Health minister blames ‘sub-standard’ auto industry for road casualties

August 19, 2018 - 21:49

TEHRAN — The Iranian health minister has blamed the sub-standard domestic auto industry products for road casualties in the country, saying that increased fatalities may stem from the fact that “we do not treasure human life”.

Hassan Qazizadeh-Hashemi made the remarks over a national festival for preventing accidents held for the second consecutive year on Sunday.

Reports indicate that most road casualties take place over the last month of summer as last year at the same time everyday some 66 people lost their lives on average and the number even grow to 81 on some especial holidays, Qazizadeh-Hashemi regretted. 

Auto industry is “oppressing” people as they do not treasure human life and this fall on deaf ears, he restated, adding that the administration and the Majlis [Iranian parliament] talk about the issue, but there isn’t a strong will to stop production of some sub-standard vehicles.

He went to say that “I wish we spent more time” on creating a culture of safe driving to prevent road crashes to save more lives rather than merely focusing on political issues in socials medias.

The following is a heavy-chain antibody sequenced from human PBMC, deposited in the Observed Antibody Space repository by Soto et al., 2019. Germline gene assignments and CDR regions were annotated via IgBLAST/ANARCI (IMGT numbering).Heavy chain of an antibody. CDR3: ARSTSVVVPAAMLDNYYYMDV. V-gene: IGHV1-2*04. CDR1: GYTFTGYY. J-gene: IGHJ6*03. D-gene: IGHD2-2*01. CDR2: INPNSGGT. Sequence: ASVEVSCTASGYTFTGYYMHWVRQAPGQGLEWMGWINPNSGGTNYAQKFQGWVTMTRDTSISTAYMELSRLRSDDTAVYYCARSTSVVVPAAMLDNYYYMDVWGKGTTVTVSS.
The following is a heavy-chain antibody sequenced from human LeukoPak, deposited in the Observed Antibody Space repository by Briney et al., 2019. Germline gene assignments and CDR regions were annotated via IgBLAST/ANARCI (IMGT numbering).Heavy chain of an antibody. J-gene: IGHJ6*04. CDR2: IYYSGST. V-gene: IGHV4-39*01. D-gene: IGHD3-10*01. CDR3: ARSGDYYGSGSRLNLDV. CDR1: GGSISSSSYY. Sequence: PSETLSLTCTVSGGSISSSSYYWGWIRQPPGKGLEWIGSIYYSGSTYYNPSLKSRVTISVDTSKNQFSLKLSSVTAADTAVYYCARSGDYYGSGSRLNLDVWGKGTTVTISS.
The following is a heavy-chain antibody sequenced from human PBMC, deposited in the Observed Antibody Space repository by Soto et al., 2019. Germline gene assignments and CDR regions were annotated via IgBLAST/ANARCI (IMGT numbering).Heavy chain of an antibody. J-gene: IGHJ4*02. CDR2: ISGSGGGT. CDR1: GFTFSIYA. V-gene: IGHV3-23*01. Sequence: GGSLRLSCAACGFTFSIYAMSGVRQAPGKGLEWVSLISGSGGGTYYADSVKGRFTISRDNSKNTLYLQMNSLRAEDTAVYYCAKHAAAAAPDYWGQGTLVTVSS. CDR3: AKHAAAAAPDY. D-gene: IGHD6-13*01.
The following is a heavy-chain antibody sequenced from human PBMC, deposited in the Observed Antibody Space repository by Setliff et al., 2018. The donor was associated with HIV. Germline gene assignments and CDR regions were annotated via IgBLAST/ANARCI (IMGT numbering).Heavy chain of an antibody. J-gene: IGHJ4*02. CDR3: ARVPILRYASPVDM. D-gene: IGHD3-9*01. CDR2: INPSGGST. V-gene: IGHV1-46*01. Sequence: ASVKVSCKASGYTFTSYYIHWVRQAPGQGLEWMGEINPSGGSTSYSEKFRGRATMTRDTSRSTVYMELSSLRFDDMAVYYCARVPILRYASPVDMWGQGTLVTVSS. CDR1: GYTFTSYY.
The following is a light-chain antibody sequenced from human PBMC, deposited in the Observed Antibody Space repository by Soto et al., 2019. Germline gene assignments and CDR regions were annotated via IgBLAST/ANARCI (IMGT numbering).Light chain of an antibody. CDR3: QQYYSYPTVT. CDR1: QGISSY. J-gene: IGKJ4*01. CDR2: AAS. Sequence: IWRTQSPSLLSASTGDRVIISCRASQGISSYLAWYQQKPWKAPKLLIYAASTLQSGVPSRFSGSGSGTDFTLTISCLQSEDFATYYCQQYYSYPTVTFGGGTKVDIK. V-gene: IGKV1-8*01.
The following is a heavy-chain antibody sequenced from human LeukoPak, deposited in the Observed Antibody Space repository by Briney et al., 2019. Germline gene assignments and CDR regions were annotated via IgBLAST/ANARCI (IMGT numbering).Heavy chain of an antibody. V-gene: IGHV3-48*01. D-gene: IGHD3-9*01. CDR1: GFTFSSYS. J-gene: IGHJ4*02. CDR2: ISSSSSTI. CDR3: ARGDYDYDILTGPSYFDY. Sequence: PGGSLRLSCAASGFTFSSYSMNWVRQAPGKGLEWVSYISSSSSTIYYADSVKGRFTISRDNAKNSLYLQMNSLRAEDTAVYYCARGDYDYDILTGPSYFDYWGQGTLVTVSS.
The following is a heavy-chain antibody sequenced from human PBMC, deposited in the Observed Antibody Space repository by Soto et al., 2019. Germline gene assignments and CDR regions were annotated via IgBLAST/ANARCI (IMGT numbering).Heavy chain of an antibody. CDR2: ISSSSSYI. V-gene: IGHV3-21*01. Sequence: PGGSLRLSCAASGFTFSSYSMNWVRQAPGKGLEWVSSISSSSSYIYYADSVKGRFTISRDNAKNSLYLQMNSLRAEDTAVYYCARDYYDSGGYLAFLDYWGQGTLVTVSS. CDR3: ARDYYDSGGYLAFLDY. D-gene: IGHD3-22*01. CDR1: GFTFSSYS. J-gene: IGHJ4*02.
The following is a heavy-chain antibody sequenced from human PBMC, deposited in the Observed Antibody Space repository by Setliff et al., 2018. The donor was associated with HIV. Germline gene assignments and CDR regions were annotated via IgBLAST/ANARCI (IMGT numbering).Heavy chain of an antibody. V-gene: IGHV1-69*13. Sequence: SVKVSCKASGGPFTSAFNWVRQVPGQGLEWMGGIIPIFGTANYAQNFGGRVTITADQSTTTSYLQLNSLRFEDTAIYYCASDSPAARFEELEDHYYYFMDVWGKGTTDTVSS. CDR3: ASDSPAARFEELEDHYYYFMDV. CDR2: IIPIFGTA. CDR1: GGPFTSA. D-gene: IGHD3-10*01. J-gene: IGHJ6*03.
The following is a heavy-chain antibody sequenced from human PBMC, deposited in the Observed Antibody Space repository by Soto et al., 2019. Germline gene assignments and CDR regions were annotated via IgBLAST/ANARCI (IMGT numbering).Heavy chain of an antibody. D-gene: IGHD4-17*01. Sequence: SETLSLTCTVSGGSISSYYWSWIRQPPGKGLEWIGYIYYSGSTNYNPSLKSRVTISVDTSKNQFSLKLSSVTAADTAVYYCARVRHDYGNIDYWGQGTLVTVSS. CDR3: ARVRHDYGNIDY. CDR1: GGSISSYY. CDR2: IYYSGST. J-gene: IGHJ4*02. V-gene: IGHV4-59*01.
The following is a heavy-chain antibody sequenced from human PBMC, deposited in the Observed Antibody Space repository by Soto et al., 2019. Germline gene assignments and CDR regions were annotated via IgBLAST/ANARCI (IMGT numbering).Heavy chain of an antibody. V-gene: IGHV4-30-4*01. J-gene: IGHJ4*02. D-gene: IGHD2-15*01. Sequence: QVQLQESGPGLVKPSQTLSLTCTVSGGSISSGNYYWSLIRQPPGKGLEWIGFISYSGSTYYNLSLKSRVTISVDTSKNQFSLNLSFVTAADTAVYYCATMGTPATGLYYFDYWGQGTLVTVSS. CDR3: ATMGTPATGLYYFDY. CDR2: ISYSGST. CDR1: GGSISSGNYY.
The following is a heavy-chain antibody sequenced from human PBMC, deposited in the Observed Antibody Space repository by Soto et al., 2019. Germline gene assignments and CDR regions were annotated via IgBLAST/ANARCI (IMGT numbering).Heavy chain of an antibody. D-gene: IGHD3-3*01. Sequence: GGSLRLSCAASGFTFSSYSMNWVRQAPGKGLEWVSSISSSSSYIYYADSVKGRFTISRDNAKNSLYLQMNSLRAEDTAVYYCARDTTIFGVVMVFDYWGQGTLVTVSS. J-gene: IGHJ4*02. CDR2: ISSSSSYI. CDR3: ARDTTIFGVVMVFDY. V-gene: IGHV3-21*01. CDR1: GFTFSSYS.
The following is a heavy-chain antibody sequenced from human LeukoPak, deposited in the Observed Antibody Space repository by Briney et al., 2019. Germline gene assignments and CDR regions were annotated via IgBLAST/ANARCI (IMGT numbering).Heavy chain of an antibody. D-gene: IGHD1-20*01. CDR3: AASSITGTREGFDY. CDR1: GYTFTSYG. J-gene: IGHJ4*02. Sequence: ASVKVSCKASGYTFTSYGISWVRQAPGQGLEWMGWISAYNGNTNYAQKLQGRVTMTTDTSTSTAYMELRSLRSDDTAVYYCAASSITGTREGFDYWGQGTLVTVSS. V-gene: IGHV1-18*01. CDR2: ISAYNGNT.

Last year (March 2017-March 2018) some 16,201 lost their lives in road accidents in the country, while the number of those wounded in car crashes is 21 times above this number, he lamented. 

The minister added that on average 44 individuals get killed in accidents meaning that 2 people die per hour and this increase to 4 people per hour in the last month of summer. 

He also commented on a campaign called 60-30 warning people of the causes of accidents. “The name of the campaign refer to the fact that some 60 percent of the road crashes occur 30 kilometers to the cities.”

Accidents keep happening until the culture of safe driving is internalized, he suggested, and that’s where the Islamic Republic of Iran Broadcasting should play a key role. 

According to World Health Organization, more than 1.25 million people die every year as a result of road traffic crashes. Road traffic injuries are the leading cause of death among people aged between 15 and 29 years.

90 percent of the world's fatalities on the roads occur in low- and middle-income countries, even though these countries have approximately 54 percent of the world's vehicles. Road traffic crashes cost most countries 3% of their gross domestic product.

Nearly half of those dying on the world’s roads are “vulnerable road users”: pedestrians, cyclists, and motorcyclists. Without sustained action, road traffic crashes are predicted to become the seventh leading cause of death by 2030.

Road traffic injuries cause considerable economic losses to individuals, their families, and to nations as a whole. These losses arise from the cost of treatment as well as lost productivity for those killed or disabled by their injuries, and for family members who need to take time off work or school to care for the injured. 


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